How to do the perfect House Clearance
Undertaking a house clearance can be very stressful. Here are our top tips to ensure everything goes as smoothly as possible.
1) Plan ahead
Planning the time needed to perform the house clearance will ensure everything else goes smoothly. A good rule of thumb for two people undertaking a house clearance is to allow ½ day for each room. This might seem a lot but, like most things in life, giving yourself enough time to do a job goes a long way to taking away all the stress that comes with it.
2) Use the traffic light system
Once you’ve allocated some time in your diary for the house clearance, the next stage is to go through everything to decide which items you and your family wish to keep, sell or donate, or bin. We recommend using the traffic light sticker system to do this.
Using coloured stickers, go round the house room by room and label everything that you see.
Red = keep
Green = get rid of
We know it’s difficult but try to be as ruthless as possible – only use the red stickers for items you will definitely use and remember that most things these days can be bought new in Tesco for less than the price of a pizza!
3) Quantify volumes
Well done – that’s the hardest bit done. Now you need an idea of the volume of all your stuff. An easy reference point is the standard builder’s skip, the most common skip you see in residential streets. Builders’ skips measure 6 or 8 cubic yards – so take the average of 7 cubic yards (5 cubic metres) and use this as your benchmark as you walk around each room. Walk around each room and make a note of how much of a builder’s skip each sticker category would fill. Once you’ve done this, add it all up and get a total volume estimate for each category.
4) Arrange for the house to be cleared
Armed with your volume estimate, you’re now ready to clear the house!
Red = keep
Unless you want to do it yourself, you’ll need a specialist removal firm to move things from A to B. Contact The British Association of Removers
Amber = sell/donate
There are a myriad of ways to get rid of decent quality items you don’t want. eBay, Gumtree, and Freecycle are all excellent channels but remember that they do require meeting people who you’ve never met before who are not from a professional organisation. If you do use them, make sure you’re not alone when the person comes to collect.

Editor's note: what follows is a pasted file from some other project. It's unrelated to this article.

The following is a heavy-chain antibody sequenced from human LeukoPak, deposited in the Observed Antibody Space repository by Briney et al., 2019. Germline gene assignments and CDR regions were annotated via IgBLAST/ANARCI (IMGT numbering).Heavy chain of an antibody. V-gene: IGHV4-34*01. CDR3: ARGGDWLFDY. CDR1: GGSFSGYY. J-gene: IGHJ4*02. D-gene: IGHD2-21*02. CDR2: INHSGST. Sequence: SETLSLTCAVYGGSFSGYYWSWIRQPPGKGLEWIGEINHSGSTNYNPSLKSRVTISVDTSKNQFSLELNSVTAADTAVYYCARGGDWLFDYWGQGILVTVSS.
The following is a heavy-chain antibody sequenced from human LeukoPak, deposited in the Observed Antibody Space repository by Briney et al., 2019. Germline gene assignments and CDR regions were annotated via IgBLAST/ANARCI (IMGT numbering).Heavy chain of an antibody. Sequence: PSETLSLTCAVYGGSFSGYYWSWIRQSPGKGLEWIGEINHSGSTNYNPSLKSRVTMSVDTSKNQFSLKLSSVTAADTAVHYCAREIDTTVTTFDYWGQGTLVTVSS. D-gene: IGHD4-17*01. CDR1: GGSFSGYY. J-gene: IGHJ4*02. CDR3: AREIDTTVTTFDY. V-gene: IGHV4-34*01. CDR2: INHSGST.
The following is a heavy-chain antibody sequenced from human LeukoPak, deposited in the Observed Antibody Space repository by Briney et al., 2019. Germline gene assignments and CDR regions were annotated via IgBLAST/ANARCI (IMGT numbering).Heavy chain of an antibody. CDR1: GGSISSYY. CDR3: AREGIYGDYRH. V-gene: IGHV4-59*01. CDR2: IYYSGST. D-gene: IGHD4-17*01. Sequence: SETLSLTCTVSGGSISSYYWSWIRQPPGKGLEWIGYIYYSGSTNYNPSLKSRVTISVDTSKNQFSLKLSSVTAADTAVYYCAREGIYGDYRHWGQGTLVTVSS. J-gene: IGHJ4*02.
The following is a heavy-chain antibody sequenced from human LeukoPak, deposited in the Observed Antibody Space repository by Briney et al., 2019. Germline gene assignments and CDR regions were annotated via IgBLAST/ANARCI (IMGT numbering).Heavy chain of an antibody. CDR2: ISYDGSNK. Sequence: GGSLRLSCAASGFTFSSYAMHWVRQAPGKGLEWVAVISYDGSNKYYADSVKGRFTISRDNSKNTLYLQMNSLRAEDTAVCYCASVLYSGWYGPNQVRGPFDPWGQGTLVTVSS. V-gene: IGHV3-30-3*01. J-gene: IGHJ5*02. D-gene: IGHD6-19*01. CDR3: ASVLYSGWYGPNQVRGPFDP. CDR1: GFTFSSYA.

Other options are local charity shops and social enterprises. Note that any upholstered furniture must have a fire-safety certificate or they won’t be able to take it. The Furniture Reuse Network is a UK wide network of social enterprises that aim to maximise furniture reuse.
Green = get rid of
There are four basic options when it comes to disposing of unwanted items from a house clearance:
a) Cram it all into the boot of your car or hire a van to take it to the local tip
b) Call your local council to arrange a bulky waste collection. This should be quite cheap but the downsides are that it will typically take at least a couple of weeks to arrange, will be limited to a maximum number of items (and not real rubbish), and all of the stuff needs to be put outside the property (as they don’t collect from inside).
c) Hire a skip. Skips are charged at a flat rate and require a skip permit if parked on the road. You need to the loading all yourself. Prices vary widely dependent on where you are in the UK – but £170 (incl VAT) for a 6 cubic yard skip is probably a fair benchmark. In addition, you will need to pay for a skip permit (if the skip has to be parked on the road) and, depending on the street, a parking bay suspension. Googling ‘skip hire [your region]’ is the easiest way to find a local skip hire company.
d) Use a professional house clearance and junk removal company like AnyJunk. Their house clearance rates are similar to hire a skip without the cost of a permit. They charge according to the amount of junk cleared – so you don’t need to guess the exact volume perfectly- and their rates include all loading and sweep-up. They turn up in two hour arrival windows and reuse and recycle wherever possible, including passing on reusable items to Oxfam and the British Heart Foundation.
5) And finally, don’t forget…
Identity theft is a growing problem in the UK. Consider using a shredder to destroy confidential documents but be careful not to throw out documents you might later need. If you are moving around a lot of items in a house that have been undisturbed for some time you are likely to dislodge a large amount of dust so open plenty of windows before you start and consider wearing a dust mask. Also, take extra care when lifting heavy items.
If you’ve managed to deal with all that, you definitely deserve a cup of tea and a sit down. Let’s hope you haven’t cleared a comfy armchair and the kettle in the process!
Photo by Squirmelia